Fibromyalgia: My Story
I would like to start this by introducing myself. My name is Denna, I am a twenty-seven year old single mother with three children, and I have Fibromyalgia. I feel the need to write this because it is time that people are introduced to FMS. (Fibromyalgia Syndrome).
I was first introduced to FMS on June 4, 1997. That is the day I was diagnosed. I work in a factory and had been having pain and numbness in my arms and hands that began in December of 1996. I was sent to the company doctor who told me it was inflammation brought on by repetitive motion, he gave me an anti-inflammatory and sent me on my way. When I had no relief from this treatment I persisted on seeing my own doctor, she wanted to send me to a specialist because it was out of her league. My persistence finally got me restrictions (February 1997) from my normal duties, which supposedly caused my pain, and a trip to a company specialist. My pain did seem to get better while on these restrictions, but never completely went away. During these many visits to different doctors I was given a number tests, such as: two EMG's, blood tests for thyroid, hormonal imbalances, inflammation, rheumatory diseases, and X-rays, all of which came back normal. The company specialist I saw actually told me I was a "medical mystery". I saw the specialist my doctor referred me to, but only as a consultation type visit, for a second opinion. After that I was released back to regular duty, this was in May of 1997.
As soon as I began working on the line again I started experiencing pain, this time it was more in my shoulders and elbows than in my hands, so once again I filed a report and asked to see the doctor. This was the visit that got my diagnosis. I would like to add that during this period of time I changed shifts from 3rd to 1st three times, I had to deal with rude and harassing human resource workers, disbelieving co-workers, and un-professional health care workers, whose main concern was me finding another line of work.
My diagnosis came with little more than that word - Fibromyalgia, yet somehow I was comforted in finally having a name to place on my pain. I began searching for and reading information on this disease and then realized I would have many changes to make in my life. I would indeed have a new life to create for myself. All of the little things I once took for granted, now seem almost impossible for me to do some days. I am now unable to work at my job without constant and unbearable pain, but I desperately need the income to support my family and the insurance to help with my increasing medical bills.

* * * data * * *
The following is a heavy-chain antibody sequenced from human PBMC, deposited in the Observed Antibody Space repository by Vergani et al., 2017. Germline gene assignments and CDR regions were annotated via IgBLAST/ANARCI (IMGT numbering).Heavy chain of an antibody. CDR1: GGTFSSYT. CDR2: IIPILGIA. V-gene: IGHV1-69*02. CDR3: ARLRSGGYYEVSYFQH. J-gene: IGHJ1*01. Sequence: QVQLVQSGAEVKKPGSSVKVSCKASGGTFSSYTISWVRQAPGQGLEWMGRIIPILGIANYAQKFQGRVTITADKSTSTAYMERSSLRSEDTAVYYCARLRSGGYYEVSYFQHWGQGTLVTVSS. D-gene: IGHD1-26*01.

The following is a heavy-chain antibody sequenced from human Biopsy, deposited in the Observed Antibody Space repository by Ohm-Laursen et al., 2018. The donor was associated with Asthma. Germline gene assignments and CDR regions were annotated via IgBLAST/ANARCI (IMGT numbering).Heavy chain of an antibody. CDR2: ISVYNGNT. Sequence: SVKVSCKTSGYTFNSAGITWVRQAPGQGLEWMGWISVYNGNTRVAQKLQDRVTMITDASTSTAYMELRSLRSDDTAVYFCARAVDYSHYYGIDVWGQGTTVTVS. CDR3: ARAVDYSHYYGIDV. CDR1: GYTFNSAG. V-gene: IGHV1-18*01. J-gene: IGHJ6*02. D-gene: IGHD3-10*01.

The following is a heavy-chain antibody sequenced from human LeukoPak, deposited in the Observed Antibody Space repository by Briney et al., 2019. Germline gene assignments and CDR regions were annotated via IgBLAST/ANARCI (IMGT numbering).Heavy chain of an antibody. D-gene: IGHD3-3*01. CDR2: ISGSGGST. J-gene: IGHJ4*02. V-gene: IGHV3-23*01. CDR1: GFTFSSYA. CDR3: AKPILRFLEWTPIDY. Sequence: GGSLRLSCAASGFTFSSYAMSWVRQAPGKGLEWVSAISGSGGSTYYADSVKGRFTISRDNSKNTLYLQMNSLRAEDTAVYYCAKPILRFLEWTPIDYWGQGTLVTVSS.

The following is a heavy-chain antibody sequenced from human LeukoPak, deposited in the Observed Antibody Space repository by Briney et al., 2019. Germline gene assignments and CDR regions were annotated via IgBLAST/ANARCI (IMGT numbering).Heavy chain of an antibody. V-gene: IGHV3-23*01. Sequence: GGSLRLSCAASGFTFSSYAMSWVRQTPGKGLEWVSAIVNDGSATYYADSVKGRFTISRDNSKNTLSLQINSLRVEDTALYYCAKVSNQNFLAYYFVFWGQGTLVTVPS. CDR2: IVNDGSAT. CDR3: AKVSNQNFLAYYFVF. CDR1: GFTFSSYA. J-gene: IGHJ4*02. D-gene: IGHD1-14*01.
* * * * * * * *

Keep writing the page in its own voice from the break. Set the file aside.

Fibromyalgia is pronounced "fi-bro-my-al-gee-a". The official definition of FMS is a painful, but not articular (not present in the joints), condition predominantly involving muscles, and is the most common cause of chronic, widespread muscular-skeletal pain. There is no known cause or cure for this disabling disease, and there aren't any laboratory tests that can be given to diagnose it, only to rule out other diseases. There are however theories of how this is brought about, stress is one of them, ongoing lack of level 4 sleep, and/or a trauma, such as an accident or a surgery. Locating tender points is the basis for diagnoses. There are a multitude of symptoms with FMS, but the most common are: the presence of unexplained pain or aching, persistent fatigue, generalized morning stiffness, non-refreshing sleep, and the multiple tender points. Some of the most recent studies have shown lower levels of seritonin, elevated levels of substance P, and a reduced blood flow to parts of the brain. This syndrome was first described in 1816 and today there are seven to ten million Americans suffering from it.
This is to widespread a problem for people to go on not knowing about it. We need recognition from our health care professionals to receive proper care, our government to receive help with Social Security Disability and affordable insurance coverage, and with funding for research, and from the general public for understanding, so that maybe we will no longer be looked upon as lazy and maybe we will have opportunities presented to us that wouldn't be there if no one is aware of or understands this disease.
I would appreciate any feedback and suggestions you may have. Denna = )
Denna ©11 Jul. 1997